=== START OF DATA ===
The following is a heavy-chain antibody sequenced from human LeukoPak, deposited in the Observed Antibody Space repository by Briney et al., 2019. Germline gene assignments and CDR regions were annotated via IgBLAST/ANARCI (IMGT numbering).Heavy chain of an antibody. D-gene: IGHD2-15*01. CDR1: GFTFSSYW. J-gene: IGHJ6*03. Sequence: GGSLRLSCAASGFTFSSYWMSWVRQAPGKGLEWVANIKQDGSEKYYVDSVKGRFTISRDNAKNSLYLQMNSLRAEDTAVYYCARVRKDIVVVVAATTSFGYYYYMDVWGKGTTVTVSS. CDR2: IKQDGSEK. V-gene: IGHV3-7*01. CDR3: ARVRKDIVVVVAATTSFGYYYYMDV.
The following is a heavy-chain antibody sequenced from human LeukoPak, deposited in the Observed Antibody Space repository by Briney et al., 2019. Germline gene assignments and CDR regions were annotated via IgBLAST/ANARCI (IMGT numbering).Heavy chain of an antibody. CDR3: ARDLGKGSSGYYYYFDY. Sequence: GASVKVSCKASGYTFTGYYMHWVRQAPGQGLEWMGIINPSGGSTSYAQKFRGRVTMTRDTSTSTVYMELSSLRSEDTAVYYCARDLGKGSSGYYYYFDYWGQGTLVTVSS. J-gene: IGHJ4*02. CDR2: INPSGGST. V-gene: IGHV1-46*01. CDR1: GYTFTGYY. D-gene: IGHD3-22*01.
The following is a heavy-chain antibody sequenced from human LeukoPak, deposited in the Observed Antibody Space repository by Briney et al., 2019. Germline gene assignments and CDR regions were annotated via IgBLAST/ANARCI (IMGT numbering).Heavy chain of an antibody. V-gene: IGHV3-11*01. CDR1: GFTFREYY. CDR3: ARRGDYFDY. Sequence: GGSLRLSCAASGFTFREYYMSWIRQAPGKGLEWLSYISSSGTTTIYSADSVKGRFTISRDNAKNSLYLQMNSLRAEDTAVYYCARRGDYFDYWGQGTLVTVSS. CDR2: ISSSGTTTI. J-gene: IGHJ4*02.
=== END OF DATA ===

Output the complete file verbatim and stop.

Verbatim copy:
The following is a heavy-chain antibody sequenced from human LeukoPak, deposited in the Observed Antibody Space repository by Briney et al., 2019. Germline gene assignments and CDR regions were annotated via IgBLAST/ANARCI (IMGT numbering).Heavy chain of an antibody. D-gene: IGHD2-15*01. CDR1: GFTFSSYW. J-gene: IGHJ6*03. Sequence: GGSLRLSCAASGFTFSSYWMSWVRQAPGKGLEWVANIKQDGSEKYYVDSVKGRFTISRDNAKNSLYLQMNSLRAEDTAVYYCARVRKDIVVVVAATTSFGYYYYMDVWGKGTTVTVSS. CDR2: IKQDGSEK. V-gene: IGHV3-7*01. CDR3: ARVRKDIVVVVAATTSFGYYYYMDV.
The following is a heavy-chain antibody sequenced from human LeukoPak, deposited in the Observed Antibody Space repository by Briney et al., 2019. Germline gene assignments and CDR regions were annotated via IgBLAST/ANARCI (IMGT numbering).Heavy chain of an antibody. CDR3: ARDLGKGSSGYYYYFDY. Sequence: GASVKVSCKASGYTFTGYYMHWVRQAPGQGLEWMGIINPSGGSTSYAQKFRGRVTMTRDTSTSTVYMELSSLRSEDTAVYYCARDLGKGSSGYYYYFDYWGQGTLVTVSS. J-gene: IGHJ4*02. CDR2: INPSGGST. V-gene: IGHV1-46*01. CDR1: GYTFTGYY. D-gene: IGHD3-22*01.
The following is a heavy-chain antibody sequenced from human LeukoPak, deposited in the Observed Antibody Space repository by Briney et al., 2019. Germline gene assignments and CDR regions were annotated via IgBLAST/ANARCI (IMGT numbering).Heavy chain of an antibody. V-gene: IGHV3-11*01. CDR1: GFTFREYY. CDR3: ARRGDYFDY. Sequence: GGSLRLSCAASGFTFREYYMSWIRQAPGKGLEWLSYISSSGTTTIYSADSVKGRFTISRDNAKNSLYLQMNSLRAEDTAVYYCARRGDYFDYWGQGTLVTVSS. CDR2: ISSSGTTTI. J-gene: IGHJ4*02.